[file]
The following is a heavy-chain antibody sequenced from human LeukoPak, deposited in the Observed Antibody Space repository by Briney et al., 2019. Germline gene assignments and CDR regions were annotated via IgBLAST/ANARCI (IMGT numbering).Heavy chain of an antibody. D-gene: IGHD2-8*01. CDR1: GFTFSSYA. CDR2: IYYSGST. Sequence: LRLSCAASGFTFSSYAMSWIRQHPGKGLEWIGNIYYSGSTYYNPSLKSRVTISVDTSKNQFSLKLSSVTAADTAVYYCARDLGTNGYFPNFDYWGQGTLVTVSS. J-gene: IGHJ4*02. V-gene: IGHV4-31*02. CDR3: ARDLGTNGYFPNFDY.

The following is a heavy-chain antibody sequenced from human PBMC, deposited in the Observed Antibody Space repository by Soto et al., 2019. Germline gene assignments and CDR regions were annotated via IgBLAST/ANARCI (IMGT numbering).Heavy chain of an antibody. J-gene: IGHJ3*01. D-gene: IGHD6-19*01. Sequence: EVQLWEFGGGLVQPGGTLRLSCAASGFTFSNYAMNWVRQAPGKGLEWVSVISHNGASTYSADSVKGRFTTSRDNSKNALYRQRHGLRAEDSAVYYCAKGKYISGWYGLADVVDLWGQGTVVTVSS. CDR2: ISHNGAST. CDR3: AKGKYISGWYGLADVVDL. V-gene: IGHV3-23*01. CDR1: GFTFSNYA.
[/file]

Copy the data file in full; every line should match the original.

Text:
The following is a heavy-chain antibody sequenced from human LeukoPak, deposited in the Observed Antibody Space repository by Briney et al., 2019. Germline gene assignments and CDR regions were annotated via IgBLAST/ANARCI (IMGT numbering).Heavy chain of an antibody. D-gene: IGHD2-8*01. CDR1: GFTFSSYA. CDR2: IYYSGST. Sequence: LRLSCAASGFTFSSYAMSWIRQHPGKGLEWIGNIYYSGSTYYNPSLKSRVTISVDTSKNQFSLKLSSVTAADTAVYYCARDLGTNGYFPNFDYWGQGTLVTVSS. J-gene: IGHJ4*02. V-gene: IGHV4-31*02. CDR3: ARDLGTNGYFPNFDY.

The following is a heavy-chain antibody sequenced from human PBMC, deposited in the Observed Antibody Space repository by Soto et al., 2019. Germline gene assignments and CDR regions were annotated via IgBLAST/ANARCI (IMGT numbering).Heavy chain of an antibody. J-gene: IGHJ3*01. D-gene: IGHD6-19*01. Sequence: EVQLWEFGGGLVQPGGTLRLSCAASGFTFSNYAMNWVRQAPGKGLEWVSVISHNGASTYSADSVKGRFTTSRDNSKNALYRQRHGLRAEDSAVYYCAKGKYISGWYGLADVVDLWGQGTVVTVSS. CDR2: ISHNGAST. CDR3: AKGKYISGWYGLADVVDL. V-gene: IGHV3-23*01. CDR1: GFTFSNYA.